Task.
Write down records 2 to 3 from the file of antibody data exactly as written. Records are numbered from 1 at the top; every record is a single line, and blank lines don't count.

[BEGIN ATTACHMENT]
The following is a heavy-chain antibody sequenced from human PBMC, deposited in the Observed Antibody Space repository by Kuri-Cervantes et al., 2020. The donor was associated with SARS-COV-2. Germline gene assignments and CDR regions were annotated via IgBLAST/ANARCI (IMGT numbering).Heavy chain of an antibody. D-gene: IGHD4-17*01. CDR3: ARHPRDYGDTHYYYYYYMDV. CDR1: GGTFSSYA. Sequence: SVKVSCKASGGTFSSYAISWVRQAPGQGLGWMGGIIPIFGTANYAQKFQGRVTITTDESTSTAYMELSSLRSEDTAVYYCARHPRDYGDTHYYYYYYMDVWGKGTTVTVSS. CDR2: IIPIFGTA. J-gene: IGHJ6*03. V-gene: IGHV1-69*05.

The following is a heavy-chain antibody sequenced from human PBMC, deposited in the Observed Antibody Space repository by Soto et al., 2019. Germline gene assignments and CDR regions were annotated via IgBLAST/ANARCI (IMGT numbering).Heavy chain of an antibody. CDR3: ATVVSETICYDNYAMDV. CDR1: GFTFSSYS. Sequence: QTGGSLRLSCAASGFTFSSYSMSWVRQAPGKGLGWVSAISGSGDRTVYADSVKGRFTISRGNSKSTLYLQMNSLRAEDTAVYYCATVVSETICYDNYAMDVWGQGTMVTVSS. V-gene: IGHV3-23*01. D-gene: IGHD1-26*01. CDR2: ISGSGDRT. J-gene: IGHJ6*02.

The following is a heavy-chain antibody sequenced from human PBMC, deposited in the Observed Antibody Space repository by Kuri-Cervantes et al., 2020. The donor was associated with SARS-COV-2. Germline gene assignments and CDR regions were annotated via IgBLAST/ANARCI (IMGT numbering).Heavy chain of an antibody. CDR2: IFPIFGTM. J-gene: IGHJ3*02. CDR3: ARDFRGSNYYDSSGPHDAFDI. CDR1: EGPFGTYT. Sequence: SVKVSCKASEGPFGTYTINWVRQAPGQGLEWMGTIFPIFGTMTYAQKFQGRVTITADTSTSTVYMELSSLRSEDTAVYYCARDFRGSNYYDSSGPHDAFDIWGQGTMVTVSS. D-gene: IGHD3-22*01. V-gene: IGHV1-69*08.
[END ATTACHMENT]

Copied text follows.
The following is a heavy-chain antibody sequenced from human PBMC, deposited in the Observed Antibody Space repository by Soto et al., 2019. Germline gene assignments and CDR regions were annotated via IgBLAST/ANARCI (IMGT numbering).Heavy chain of an antibody. CDR3: ATVVSETICYDNYAMDV. CDR1: GFTFSSYS. Sequence: QTGGSLRLSCAASGFTFSSYSMSWVRQAPGKGLGWVSAISGSGDRTVYADSVKGRFTISRGNSKSTLYLQMNSLRAEDTAVYYCATVVSETICYDNYAMDVWGQGTMVTVSS. V-gene: IGHV3-23*01. D-gene: IGHD1-26*01. CDR2: ISGSGDRT. J-gene: IGHJ6*02.

The following is a heavy-chain antibody sequenced from human PBMC, deposited in the Observed Antibody Space repository by Kuri-Cervantes et al., 2020. The donor was associated with SARS-COV-2. Germline gene assignments and CDR regions were annotated via IgBLAST/ANARCI (IMGT numbering).Heavy chain of an antibody. CDR2: IFPIFGTM. J-gene: IGHJ3*02. CDR3: ARDFRGSNYYDSSGPHDAFDI. CDR1: EGPFGTYT. Sequence: SVKVSCKASEGPFGTYTINWVRQAPGQGLEWMGTIFPIFGTMTYAQKFQGRVTITADTSTSTVYMELSSLRSEDTAVYYCARDFRGSNYYDSSGPHDAFDIWGQGTMVTVSS. D-gene: IGHD3-22*01. V-gene: IGHV1-69*08.